Forced fluid removal in intensive care patients with acute kidney injury: The randomised FFAKI feasibility trial

This article by Berthelsen et al was published in the April 2018 issue of Acta Anaesthesiologica Scandinavica.
Background:  Accumulation of fluids is frequent in intensive care unit (ICU) patients with acute kidney injury and may be associated with increased mortality and decreased renal recovery. We present the results of a pilot trial assessing the feasibility of forced fluid removal in ICU patients with acute kidney injury and fluid accumulation of more than 10% ideal bodyweight.
Methods:  The FFAKI-trial was a pilot trial of forced fluid removal vs standard care in adult ICU patients with moderate to high risk acute kidney injury and 10% fluid accumulation. Fluid removal was done with furosemide and/or continuous renal replacement therapy aiming at net negative fluid balance > 1 mL/kg ideal body weight/hour until cumulative fluid balance calculated from ICU admission reached less than 1000 mL.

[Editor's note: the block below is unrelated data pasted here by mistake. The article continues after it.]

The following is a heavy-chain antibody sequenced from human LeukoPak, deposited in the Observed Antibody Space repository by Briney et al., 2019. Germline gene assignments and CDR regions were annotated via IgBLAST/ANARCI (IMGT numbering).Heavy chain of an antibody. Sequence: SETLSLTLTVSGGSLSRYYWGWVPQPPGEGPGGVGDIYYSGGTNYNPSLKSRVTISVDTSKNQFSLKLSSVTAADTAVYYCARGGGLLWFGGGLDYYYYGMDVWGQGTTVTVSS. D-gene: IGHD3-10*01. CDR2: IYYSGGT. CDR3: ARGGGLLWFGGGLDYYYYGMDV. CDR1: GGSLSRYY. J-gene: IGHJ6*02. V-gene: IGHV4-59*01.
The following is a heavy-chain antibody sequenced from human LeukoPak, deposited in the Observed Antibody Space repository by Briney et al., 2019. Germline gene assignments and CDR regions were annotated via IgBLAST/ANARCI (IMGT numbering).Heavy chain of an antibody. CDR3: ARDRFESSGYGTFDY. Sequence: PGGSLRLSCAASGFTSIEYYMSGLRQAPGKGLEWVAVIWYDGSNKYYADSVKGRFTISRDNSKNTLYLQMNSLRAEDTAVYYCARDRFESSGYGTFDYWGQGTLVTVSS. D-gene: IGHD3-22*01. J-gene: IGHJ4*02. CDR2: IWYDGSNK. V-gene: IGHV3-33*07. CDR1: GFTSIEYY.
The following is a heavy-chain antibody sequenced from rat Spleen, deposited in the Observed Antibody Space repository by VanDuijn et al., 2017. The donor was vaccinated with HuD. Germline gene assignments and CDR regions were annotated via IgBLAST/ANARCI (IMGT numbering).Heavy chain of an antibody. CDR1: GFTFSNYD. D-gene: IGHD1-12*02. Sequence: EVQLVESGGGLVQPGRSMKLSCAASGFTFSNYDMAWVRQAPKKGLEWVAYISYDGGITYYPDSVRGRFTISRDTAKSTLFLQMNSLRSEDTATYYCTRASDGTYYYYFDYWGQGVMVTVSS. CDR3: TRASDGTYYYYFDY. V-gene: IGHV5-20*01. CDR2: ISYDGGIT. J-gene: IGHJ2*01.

Results:  After 20 months, we stopped the trial prematurely due to a low inclusion rate with 23 (2%) included patients out of the 1144 screened. Despite the reduced sample size, we observed a marked reduction in cumulative fluid balance 5 days after randomisation (mean difference -5814 mL, 95% CI -2063 to -9565, P = .003) with forced fluid removal compared to standard care. While the trial was underpowered for clinical endpoints, no point estimates suggested harm from forced fluid removal.
Conclusions:  Forced fluid removal aiming at 1 mL/kg ideal body weight/hour may be an effective treatment of fluid accumulation in ICU patients with acute kidney injury. A definitive trial using our inclusion criteria seems less feasible based on our inclusion rate of only 2%.
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